Almost 90 more people than expected died in private households every day in Great Britain in the past year as more end-of-life patients shunned hospitals in favour of a home death, Guardian analysis shows.
This year so far, almost 22,500 people more than usual died in private homes from all causes in Great Britain, opening new questions about the resources and treatment available for end-of-life care.
That figure is a fifth higher than in average of the previous five comparable years (2020 is excluded because it would skew what constitutes a typical year).
However, the same analysis does not show excess mortality – which means the number of extra deaths above the five-year average – in other settings during 2022. In fact, it is the opposite: 2.3% fewer people died in care homes compared with the average, and about 0.5% fewer died in hospitals.
The analysis of weekly mortality data from the Office for National Statistics (ONS) and National Records of Scotland indicates that the trend of “mortality displacement” out of hospitals into people’s private houses first seen during the Covid pandemic is set to continue.
Experts say there is limited evidence to explain why more people are dying at home even when the pandemic has subsided, and more research is needed to better understand the displacement phenomenon and the quality of end-of-life care available for those who die at home.
But they point to people’s ongoing fears around exposure to the virus in hospitals, unprecedented pressures over the NHS, a positive increase in the capacity of end-of-life services in the community and in the use of hospital equipment at home as potential reasons for this change.
Dominic Carter, the head of policy, advocacy and research at Hospice UK, a national charity for hospice and end-of-life care, said it might be combination of more than one of those factors: people choosing to die “in the location of their choice and surrounded by the people and possessions that mean the most to them” married with fears around the level of care they’d receive in hospital or care homes given current pressures on both.
Dr Veena Raleigh, a senior fellow at the King’s Fund, said that if the trend of more people dying at home reflects people’s choice “that’s to be welcomed”.
“However, if it’s due to fears about using the NHS, or being unable to get admitted to hospital … then that is unacceptable in a caring society and a reflection of the parlous state of healthcare.”
As we approach winter and the pressures on the NHS continue, Carter said, “there are questions about how this ongoing displacement will be covered by services”.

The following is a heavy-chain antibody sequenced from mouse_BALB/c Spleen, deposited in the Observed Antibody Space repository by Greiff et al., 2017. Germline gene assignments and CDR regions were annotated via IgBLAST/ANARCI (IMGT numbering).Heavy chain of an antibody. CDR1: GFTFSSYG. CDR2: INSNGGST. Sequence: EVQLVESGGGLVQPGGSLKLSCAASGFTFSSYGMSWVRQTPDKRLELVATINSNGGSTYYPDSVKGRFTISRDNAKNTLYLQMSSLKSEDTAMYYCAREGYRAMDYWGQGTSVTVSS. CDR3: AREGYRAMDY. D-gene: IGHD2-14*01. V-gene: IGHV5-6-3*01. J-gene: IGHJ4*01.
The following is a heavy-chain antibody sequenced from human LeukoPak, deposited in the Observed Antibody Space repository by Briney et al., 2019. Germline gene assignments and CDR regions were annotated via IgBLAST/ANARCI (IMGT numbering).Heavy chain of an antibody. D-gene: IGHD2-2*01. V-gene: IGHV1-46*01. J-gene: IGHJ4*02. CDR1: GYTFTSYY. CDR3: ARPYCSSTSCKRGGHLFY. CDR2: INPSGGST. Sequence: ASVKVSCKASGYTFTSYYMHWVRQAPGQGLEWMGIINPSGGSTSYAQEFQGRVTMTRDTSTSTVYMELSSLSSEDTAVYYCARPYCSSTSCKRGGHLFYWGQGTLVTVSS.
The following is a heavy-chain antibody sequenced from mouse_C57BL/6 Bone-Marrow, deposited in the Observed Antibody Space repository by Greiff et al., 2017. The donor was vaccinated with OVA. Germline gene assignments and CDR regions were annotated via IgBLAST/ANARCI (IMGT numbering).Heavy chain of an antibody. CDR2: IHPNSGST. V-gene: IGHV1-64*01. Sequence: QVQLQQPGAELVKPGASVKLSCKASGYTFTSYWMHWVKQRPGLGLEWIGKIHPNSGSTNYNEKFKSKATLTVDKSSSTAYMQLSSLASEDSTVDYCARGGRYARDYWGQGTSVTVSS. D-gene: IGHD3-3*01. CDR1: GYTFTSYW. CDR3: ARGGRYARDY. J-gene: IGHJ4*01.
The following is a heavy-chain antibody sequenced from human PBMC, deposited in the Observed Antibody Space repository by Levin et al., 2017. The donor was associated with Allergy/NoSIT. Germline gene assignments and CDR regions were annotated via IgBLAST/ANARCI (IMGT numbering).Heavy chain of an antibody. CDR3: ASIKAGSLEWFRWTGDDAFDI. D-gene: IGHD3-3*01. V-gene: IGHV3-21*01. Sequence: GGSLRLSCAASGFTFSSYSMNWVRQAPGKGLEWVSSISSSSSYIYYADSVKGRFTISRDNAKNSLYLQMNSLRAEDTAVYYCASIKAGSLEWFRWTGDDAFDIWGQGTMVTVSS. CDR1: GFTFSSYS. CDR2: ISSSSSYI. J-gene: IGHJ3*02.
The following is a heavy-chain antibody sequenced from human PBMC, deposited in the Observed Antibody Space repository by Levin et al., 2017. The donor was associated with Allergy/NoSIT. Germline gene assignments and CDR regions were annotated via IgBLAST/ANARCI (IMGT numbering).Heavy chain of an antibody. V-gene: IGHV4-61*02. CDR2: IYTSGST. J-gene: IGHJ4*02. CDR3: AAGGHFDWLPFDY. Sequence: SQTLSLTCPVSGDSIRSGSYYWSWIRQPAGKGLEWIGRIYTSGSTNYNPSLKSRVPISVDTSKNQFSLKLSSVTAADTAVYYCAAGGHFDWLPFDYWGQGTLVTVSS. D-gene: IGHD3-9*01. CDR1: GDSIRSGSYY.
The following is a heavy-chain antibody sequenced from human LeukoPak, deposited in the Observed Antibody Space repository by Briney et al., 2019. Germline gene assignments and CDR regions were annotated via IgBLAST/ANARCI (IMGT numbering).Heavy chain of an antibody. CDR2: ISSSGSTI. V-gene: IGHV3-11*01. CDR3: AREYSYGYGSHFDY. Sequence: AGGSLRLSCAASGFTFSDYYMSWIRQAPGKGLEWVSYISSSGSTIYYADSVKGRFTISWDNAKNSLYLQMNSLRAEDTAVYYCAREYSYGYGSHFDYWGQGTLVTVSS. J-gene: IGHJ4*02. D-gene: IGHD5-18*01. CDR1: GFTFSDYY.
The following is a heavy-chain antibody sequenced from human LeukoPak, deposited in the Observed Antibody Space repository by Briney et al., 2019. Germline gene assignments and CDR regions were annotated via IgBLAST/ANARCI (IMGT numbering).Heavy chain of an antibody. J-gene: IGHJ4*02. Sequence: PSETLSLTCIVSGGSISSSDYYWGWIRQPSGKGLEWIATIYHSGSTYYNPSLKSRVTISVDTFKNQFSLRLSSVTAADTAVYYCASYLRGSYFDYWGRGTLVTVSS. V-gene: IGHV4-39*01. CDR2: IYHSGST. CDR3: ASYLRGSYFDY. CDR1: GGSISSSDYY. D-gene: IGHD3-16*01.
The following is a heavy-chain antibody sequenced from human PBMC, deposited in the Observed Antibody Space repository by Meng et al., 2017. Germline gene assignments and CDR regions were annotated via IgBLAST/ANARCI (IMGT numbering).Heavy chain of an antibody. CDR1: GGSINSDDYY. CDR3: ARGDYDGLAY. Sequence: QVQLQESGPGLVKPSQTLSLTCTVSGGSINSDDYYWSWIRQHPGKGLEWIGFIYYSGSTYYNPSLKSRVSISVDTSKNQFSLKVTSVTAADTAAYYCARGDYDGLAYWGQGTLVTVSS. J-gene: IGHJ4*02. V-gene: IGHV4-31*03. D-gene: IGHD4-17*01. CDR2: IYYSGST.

“The additional funding for hospices has run out and they are impacted by the costs of inflation. Those additional costs will currently have to be covered by charitable fundraising,” said Carter.
Excess mortality in private homes has been constant since the beginning of the pandemic, registering more deaths than the average almost every week since early March 2020.
But that has not been the case in hospitals or care homes, where spikes in excess deaths closely follow Covid waves, mainly because of the prioritisation of hospital beds for people with the virus.
Between March 2020 and the beginning of September, deaths occurring in private homes were 33% higher than in a typical year. That compares with care homes (8%) and hospitals (4%).
But when Covid deaths are excluded, mortality levels at hospitals are actually below the average, suggesting that those people who would have ordinarily died in hospitals instead died at home.
Excluding Covid deaths, about 45,000 fewer deaths occurred in hospitals in 2020 and 2021 compared with the average; in 2022 to date, that figure is close to 21,500 fewer deaths.
In fact, the number of Covid deaths at home is relatively small. Only 2.8% of the deaths registered in private households since the beginning of the pandemic involved Covid. This compares with 19.4% of the total deaths registered at hospitals since March 2020, and 12.4% in care homes.
An ONS report published in 2021 concluded that deaths from other causes, such as breast and prostate cancers and diabetes, were occurring in private homes in England and Wales at a higher rate in the first year of the pandemic. Excess deaths at home for Parkinson’s disease and diabetes were up by two-thirds compared with the 2015-19 average.
Another ONS analysis published in November 2021 showed that older people were dying at a higher rate at homes. During 2020, there were 52% more deaths than expected among those aged 80 and over in private homes in England and Wales.
“With people dying at home in unprecedented numbers, it is incumbent on the government to ensure that their final days befit what an affluent, caring and just society should ensure for all its citizens,” said Raleigh.
“To ensure everyone dying at home has a dignified, comfortable, pain-free and supported death requires a shift to a community led end-of-life care model that is planned and adequately resourced to provide nursing, palliative, social and end-of-life care.”